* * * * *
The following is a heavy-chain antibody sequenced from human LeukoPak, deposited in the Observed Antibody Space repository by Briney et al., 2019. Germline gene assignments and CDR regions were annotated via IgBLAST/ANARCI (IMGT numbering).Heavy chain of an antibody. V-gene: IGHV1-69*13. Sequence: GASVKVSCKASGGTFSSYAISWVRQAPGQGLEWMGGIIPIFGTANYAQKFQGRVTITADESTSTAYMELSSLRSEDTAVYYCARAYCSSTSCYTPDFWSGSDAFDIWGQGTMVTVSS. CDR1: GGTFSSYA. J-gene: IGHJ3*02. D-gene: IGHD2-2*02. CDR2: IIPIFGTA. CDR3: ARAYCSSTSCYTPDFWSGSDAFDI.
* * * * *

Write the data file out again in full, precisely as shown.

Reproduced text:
The following is a heavy-chain antibody sequenced from human LeukoPak, deposited in the Observed Antibody Space repository by Briney et al., 2019. Germline gene assignments and CDR regions were annotated via IgBLAST/ANARCI (IMGT numbering).Heavy chain of an antibody. V-gene: IGHV1-69*13. Sequence: GASVKVSCKASGGTFSSYAISWVRQAPGQGLEWMGGIIPIFGTANYAQKFQGRVTITADESTSTAYMELSSLRSEDTAVYYCARAYCSSTSCYTPDFWSGSDAFDIWGQGTMVTVSS. CDR1: GGTFSSYA. J-gene: IGHJ3*02. D-gene: IGHD2-2*02. CDR2: IIPIFGTA. CDR3: ARAYCSSTSCYTPDFWSGSDAFDI.